So good old Harry Redknapp whose honest but frank assessment of the quality of refereeing over the controversial Nani goal which sewed up the points for Manchester United against Spurs last weekend, could have easily put the Tottenham boss into ‘deepish water’ with the FA, who could have imposed sanctions on him. However, they have clearly decided that discretion is the better part of valour in this instance, deciding to let the matter rest.
Redknapp ‘pulled no punches’ when describing Referee, Mark Clattenburg’s decision making as scandalous, when Nani clearly handled the ball before putting it into the net. The ball had been rolled out towards him by Spurs keeper, Heurelho Gomes in order for Gomez to take a free kick that he thought Clattenburg had given. Redknapp, amongst other comments, described the incident as “farcical” which ended any hopes his side defying the odds and taking anything away from Old Trafford.
The incident had overshadowed Spurs build up to what turned out to be a fantastic Champions League win over Inter Milan but Redknapp had threatened a media blackout if the FA decided to punish him for his comments, which also included a further remark that match officials usually colluded with one another after matches to ensure that they are ‘singing from the same hymn sheet’ after controversial decisions had been made.
It is not the first time that Clattenburg has been costly to Spurs. In 2005 he disallowed a Spurs goal, scored by Pedro Mendez which had clearly crossed the line, it was a goal that would have won the match for Spurs but they had to be content with a 0-0 draw. Incredibly that game too was against Manchester United at Old Trafford, which if anything should have meant Clattenburg not being appointed for the same fixture again – or is that common sense speaking?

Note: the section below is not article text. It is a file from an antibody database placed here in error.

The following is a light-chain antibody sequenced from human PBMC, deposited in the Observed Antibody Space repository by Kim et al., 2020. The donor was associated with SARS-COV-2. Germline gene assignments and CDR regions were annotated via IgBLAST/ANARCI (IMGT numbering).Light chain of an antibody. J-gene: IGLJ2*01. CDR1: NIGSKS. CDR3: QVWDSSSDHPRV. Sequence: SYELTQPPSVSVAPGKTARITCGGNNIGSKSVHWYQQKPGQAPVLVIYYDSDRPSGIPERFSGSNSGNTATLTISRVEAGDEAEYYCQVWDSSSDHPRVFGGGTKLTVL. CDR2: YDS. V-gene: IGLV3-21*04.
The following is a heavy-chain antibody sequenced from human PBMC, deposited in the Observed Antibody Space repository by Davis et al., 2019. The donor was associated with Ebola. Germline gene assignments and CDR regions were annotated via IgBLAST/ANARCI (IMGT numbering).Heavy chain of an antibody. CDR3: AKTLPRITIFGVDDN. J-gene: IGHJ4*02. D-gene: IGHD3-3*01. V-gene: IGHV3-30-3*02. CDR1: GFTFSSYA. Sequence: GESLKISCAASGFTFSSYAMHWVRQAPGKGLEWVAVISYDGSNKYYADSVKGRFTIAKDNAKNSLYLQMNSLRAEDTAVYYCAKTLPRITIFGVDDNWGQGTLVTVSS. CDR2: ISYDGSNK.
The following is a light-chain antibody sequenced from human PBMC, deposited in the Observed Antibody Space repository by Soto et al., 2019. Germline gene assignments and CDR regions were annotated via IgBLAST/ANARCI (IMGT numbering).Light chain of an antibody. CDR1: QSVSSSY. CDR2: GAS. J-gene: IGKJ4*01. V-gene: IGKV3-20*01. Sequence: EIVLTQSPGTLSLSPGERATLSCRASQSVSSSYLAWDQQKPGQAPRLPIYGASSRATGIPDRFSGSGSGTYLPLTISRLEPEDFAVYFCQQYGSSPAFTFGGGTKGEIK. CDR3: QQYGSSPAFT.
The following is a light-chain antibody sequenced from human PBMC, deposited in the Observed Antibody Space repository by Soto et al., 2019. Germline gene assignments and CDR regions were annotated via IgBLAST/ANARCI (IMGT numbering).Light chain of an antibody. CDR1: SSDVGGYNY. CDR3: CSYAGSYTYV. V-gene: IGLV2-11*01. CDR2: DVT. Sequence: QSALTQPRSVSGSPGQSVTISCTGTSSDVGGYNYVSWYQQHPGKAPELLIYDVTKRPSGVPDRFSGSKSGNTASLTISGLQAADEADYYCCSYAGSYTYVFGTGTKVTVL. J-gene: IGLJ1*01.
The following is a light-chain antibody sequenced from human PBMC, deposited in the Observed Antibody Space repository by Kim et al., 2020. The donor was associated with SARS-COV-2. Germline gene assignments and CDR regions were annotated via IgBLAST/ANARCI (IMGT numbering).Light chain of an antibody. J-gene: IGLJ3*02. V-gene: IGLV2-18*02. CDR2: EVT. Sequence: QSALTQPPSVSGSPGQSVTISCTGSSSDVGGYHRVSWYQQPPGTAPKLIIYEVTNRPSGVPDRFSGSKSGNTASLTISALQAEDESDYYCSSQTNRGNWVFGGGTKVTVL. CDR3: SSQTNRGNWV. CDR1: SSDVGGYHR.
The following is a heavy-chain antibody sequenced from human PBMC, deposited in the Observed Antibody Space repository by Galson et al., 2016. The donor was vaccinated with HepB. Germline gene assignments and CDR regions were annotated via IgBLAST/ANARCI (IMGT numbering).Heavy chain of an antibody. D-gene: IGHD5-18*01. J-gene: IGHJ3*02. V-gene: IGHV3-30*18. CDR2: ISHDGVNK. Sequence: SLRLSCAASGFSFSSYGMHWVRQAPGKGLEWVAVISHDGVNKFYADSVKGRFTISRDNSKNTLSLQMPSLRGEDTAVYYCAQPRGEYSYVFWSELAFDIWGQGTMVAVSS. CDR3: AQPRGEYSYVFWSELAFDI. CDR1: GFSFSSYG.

Manchester United and England captain, Rio Ferdinand has made the comment that referee’s should be encouraged to give their versions of decisions made by them in matches, particularly when controversial incidents occur. He is not alone either in his point of view, after all referee’s are treated extremely professionally these days, they are paid very well, receive first class hospitality and are as important to football as any other component part.
There has been others who have called for referee’s to have had at least some professional football experience in a playing sense. Too many referee’s at all levels of football have never played the game themselves, preferring to officiate without ever realising the technicalities and skills involved.
Clattenburg, who apparently played football only for his school team for instance, took up refereeing in 1990 as part of a Duke of Edinburgh Award scheme, becoming an assistant referee in 1990 in the Northern League at the age of 18. Most 18 year olds of course, with an interest in football would be playing the sport, but others having absolutely no playing experience at all, prefer to officiate, with many adopting a ‘holier than thou’ attitude as well as a dogmatic approach to each game.
Clattenburg is not alone in poor decision making; it is a long running fault that is inherent in football everywhere in the world. However, with so much at stake in top level football, then surely it is time for the FA to begin to encourage those footballers, who have perhaps retired from the lower level echelons of the game to take up the whistle. They don’t have to be Premier League players, nor even league players, but those who have played a good standard of football who can demonstrate that playing knowledge can easily be combined with the rules of the game to make for a far better referee.
It would surely be better than qualifying from a Duke Of Edinburgh Award Scheme – wouldn’t it?